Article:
According to Wasdell et al. (2008), approximately 13–85% of patients with cerebral palsy and other neurological injuries have a sleep disorder (34). Difficulties sleeping can lead to numerous other difficulties and strain on the child’s family. Sleep detriments are typically something that can be avoided; however, there is limited research performed on interventions for sleep disorders in children with cerebral palsy (3,6,8,35,37).
Systematic reviews, clinical reviews and meta-analysis have been published regarding the use of melatonin for impaired sleep in children with neurodevelopmental or developmental disabilities (12-22). However, the terms neurodevelopmental disabilities or developmental disabilities were used in studies to describe a variety of disabilities including cerebral palsy. Disabilities could include intellectual disability, learning disabilities, communication disorders, autism spectrum disorders, neural tube defects, cerebral palsy, and ADHD. Of the studies on the use of melatonin in children with neurodevelopmental or developmental disabilities, seven studies reported the number of patients with cerebral palsy included in their studies (14,29-31,33-35), and reviewed studies on interventions for insomnia in children with cerebral palsy or a post-traumatic brain injury (23). There are no studies or guidelines published exclusively on the use of melatonin to treat sleep disorders in children with cerebral palsy (37). Two studies had 50% or more of their subjects with a diagnosis of cerebral palsy listed in the baseline characteristics (34,35).
Wasdell et al. (2008), performed a randomized, placebo-controlled, double-blind, crossover trial to measure total sleep time in fifty children aged 2-18 with neurodevelopmental disabilities (34). In addition, the secondary outcomes included, sleep latency, sleep efficiency, and number of nighttime awakenings. Twenty-six of the participants had cerebral palsy. Participants were required to have delayed sleep phase syndrome (>30 minutes delay) or impaired sleep maintenance (>2 prolonged awakenings during the night and daytime symptoms are present). Results were observed through a caregiver-completed somnolog (sleep log), as well as nightly actigraph wrist watch readings. Subjects received 10 days of 5 mg controlled release (CR) melatonin or placebo (20–30 min before bed), followed by 3–5 days of washout, then 10 days of the other treatment. Following this, the caregivers of the subjects were made aware of the treatment and were given the option to participate in a 3-month open label study; the melatonin could be increased in 5 mg increments, with a maximum dose of 15 mg.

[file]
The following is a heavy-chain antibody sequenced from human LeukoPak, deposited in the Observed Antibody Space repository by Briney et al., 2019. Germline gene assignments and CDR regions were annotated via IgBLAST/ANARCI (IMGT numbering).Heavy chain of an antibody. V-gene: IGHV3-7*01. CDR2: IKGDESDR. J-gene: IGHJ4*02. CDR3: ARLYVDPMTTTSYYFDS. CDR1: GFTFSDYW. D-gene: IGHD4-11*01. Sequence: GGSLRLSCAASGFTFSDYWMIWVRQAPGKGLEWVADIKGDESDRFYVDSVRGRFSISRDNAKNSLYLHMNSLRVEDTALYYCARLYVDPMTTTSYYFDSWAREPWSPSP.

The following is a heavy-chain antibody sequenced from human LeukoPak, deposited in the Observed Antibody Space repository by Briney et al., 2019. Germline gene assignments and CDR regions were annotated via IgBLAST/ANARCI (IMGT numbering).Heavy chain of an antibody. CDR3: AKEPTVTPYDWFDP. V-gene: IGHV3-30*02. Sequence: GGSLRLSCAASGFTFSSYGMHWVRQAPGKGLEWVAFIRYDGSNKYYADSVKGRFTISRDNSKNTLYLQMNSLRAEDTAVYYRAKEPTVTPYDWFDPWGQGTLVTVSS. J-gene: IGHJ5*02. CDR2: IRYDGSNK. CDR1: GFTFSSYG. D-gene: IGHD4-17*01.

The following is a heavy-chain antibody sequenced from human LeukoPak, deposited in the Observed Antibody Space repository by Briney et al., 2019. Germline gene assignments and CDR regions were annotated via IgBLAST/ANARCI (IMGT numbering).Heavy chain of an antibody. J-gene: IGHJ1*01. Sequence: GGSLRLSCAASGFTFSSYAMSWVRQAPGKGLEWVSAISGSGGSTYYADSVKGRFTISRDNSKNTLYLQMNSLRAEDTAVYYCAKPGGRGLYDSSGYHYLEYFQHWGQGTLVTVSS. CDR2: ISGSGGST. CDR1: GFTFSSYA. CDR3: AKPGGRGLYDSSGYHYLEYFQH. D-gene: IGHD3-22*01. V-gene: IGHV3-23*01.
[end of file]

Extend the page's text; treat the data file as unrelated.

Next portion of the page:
A 31-minute difference in total sleep time between melatonin and placebo groups was found, based on somnolog (P value <0.01). Sleep latency was also found to improve in the melatonin group, with a time difference of 32.7 minutes, P value <0.01. Actigraph reading showed improvements in total sleep time (23.7 minutes) and latency (24.3 minutes). The caregivers were surveyed via Parents’ Global Assessment Scale (PGAS) and Family Stress Scale, and reported statistically significant improvements in severity and family stress. Parents reported 0.31 score decrease in impairment and a 0.1 score decrease in family stress (P<0.01 and <0.05, respectively). Adverse events reported included seizures, flulike symptoms, agitation, and headache. Adverse events were determined to coincide with the patient’s baseline medical history and were therefore not attributed to melatonin. The study achieved an effect size of 0.4 for total sleep time (P<0.01) and 0.9 for sleep latency (P<0.01).